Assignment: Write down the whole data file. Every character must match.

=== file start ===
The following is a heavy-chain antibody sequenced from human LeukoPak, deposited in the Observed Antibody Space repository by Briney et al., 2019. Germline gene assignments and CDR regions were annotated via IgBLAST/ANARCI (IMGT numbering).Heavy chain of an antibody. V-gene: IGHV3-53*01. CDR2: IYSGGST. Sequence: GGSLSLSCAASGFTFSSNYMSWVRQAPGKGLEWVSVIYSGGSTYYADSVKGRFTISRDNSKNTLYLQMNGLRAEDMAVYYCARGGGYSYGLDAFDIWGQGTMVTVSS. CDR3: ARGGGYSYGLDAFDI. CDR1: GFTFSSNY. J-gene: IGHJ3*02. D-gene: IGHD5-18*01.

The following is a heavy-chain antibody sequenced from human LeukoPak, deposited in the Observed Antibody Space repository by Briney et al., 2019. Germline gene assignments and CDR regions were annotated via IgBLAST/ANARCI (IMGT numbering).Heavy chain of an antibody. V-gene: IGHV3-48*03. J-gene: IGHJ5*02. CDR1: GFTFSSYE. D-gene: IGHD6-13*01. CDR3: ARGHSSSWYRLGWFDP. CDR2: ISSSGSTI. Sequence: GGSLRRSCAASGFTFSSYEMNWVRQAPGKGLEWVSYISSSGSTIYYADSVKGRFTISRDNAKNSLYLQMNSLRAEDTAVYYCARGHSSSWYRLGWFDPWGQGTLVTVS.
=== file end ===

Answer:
The following is a heavy-chain antibody sequenced from human LeukoPak, deposited in the Observed Antibody Space repository by Briney et al., 2019. Germline gene assignments and CDR regions were annotated via IgBLAST/ANARCI (IMGT numbering).Heavy chain of an antibody. V-gene: IGHV3-53*01. CDR2: IYSGGST. Sequence: GGSLSLSCAASGFTFSSNYMSWVRQAPGKGLEWVSVIYSGGSTYYADSVKGRFTISRDNSKNTLYLQMNGLRAEDMAVYYCARGGGYSYGLDAFDIWGQGTMVTVSS. CDR3: ARGGGYSYGLDAFDI. CDR1: GFTFSSNY. J-gene: IGHJ3*02. D-gene: IGHD5-18*01.

The following is a heavy-chain antibody sequenced from human LeukoPak, deposited in the Observed Antibody Space repository by Briney et al., 2019. Germline gene assignments and CDR regions were annotated via IgBLAST/ANARCI (IMGT numbering).Heavy chain of an antibody. V-gene: IGHV3-48*03. J-gene: IGHJ5*02. CDR1: GFTFSSYE. D-gene: IGHD6-13*01. CDR3: ARGHSSSWYRLGWFDP. CDR2: ISSSGSTI. Sequence: GGSLRRSCAASGFTFSSYEMNWVRQAPGKGLEWVSYISSSGSTIYYADSVKGRFTISRDNAKNSLYLQMNSLRAEDTAVYYCARGHSSSWYRLGWFDPWGQGTLVTVS.